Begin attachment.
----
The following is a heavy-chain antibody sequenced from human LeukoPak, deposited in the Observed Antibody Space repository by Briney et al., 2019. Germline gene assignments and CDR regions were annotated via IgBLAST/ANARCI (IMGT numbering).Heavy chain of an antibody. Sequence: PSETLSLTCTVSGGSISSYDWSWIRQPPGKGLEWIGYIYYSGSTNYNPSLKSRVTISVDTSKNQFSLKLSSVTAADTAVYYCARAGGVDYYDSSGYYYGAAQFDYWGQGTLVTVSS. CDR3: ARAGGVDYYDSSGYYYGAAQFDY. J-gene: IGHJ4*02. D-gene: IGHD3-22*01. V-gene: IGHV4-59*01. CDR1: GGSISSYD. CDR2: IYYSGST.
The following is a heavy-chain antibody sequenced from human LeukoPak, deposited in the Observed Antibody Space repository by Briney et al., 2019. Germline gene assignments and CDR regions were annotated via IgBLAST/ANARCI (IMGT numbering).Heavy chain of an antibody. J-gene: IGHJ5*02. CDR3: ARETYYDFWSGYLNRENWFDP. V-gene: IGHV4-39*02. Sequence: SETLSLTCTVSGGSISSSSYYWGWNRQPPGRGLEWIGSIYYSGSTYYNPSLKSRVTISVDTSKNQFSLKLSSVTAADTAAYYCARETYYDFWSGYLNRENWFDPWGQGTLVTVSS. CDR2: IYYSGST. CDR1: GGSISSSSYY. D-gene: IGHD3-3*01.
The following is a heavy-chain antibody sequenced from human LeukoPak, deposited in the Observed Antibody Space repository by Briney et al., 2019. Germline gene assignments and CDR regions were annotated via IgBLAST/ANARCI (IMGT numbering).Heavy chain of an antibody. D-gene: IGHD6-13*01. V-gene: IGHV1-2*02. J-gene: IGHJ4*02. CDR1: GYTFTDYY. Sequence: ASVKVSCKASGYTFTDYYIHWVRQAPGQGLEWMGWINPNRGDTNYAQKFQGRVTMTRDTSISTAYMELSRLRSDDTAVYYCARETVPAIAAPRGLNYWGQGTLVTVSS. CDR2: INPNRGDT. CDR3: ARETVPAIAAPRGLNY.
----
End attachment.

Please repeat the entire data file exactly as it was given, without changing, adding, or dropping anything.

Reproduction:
The following is a heavy-chain antibody sequenced from human LeukoPak, deposited in the Observed Antibody Space repository by Briney et al., 2019. Germline gene assignments and CDR regions were annotated via IgBLAST/ANARCI (IMGT numbering).Heavy chain of an antibody. Sequence: PSETLSLTCTVSGGSISSYDWSWIRQPPGKGLEWIGYIYYSGSTNYNPSLKSRVTISVDTSKNQFSLKLSSVTAADTAVYYCARAGGVDYYDSSGYYYGAAQFDYWGQGTLVTVSS. CDR3: ARAGGVDYYDSSGYYYGAAQFDY. J-gene: IGHJ4*02. D-gene: IGHD3-22*01. V-gene: IGHV4-59*01. CDR1: GGSISSYD. CDR2: IYYSGST.
The following is a heavy-chain antibody sequenced from human LeukoPak, deposited in the Observed Antibody Space repository by Briney et al., 2019. Germline gene assignments and CDR regions were annotated via IgBLAST/ANARCI (IMGT numbering).Heavy chain of an antibody. J-gene: IGHJ5*02. CDR3: ARETYYDFWSGYLNRENWFDP. V-gene: IGHV4-39*02. Sequence: SETLSLTCTVSGGSISSSSYYWGWNRQPPGRGLEWIGSIYYSGSTYYNPSLKSRVTISVDTSKNQFSLKLSSVTAADTAAYYCARETYYDFWSGYLNRENWFDPWGQGTLVTVSS. CDR2: IYYSGST. CDR1: GGSISSSSYY. D-gene: IGHD3-3*01.
The following is a heavy-chain antibody sequenced from human LeukoPak, deposited in the Observed Antibody Space repository by Briney et al., 2019. Germline gene assignments and CDR regions were annotated via IgBLAST/ANARCI (IMGT numbering).Heavy chain of an antibody. D-gene: IGHD6-13*01. V-gene: IGHV1-2*02. J-gene: IGHJ4*02. CDR1: GYTFTDYY. Sequence: ASVKVSCKASGYTFTDYYIHWVRQAPGQGLEWMGWINPNRGDTNYAQKFQGRVTMTRDTSISTAYMELSRLRSDDTAVYYCARETVPAIAAPRGLNYWGQGTLVTVSS. CDR2: INPNRGDT. CDR3: ARETVPAIAAPRGLNY.